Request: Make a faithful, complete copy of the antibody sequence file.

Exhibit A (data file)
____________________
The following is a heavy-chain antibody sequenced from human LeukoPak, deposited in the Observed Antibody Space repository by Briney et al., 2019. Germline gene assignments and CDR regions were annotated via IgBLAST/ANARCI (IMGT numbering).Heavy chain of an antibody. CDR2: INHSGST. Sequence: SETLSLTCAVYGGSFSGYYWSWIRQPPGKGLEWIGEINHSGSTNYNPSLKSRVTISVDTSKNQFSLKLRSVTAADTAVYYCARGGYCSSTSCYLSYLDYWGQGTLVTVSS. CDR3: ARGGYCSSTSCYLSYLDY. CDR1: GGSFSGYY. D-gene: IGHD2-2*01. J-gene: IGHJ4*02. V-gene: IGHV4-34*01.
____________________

The following is a heavy-chain antibody sequenced from human LeukoPak, deposited in the Observed Antibody Space repository by Briney et al., 2019. Germline gene assignments and CDR regions were annotated via IgBLAST/ANARCI (IMGT numbering).Heavy chain of an antibody. CDR2: INHSGST. Sequence: SETLSLTCAVYGGSFSGYYWSWIRQPPGKGLEWIGEINHSGSTNYNPSLKSRVTISVDTSKNQFSLKLRSVTAADTAVYYCARGGYCSSTSCYLSYLDYWGQGTLVTVSS. CDR3: ARGGYCSSTSCYLSYLDY. CDR1: GGSFSGYY. D-gene: IGHD2-2*01. J-gene: IGHJ4*02. V-gene: IGHV4-34*01.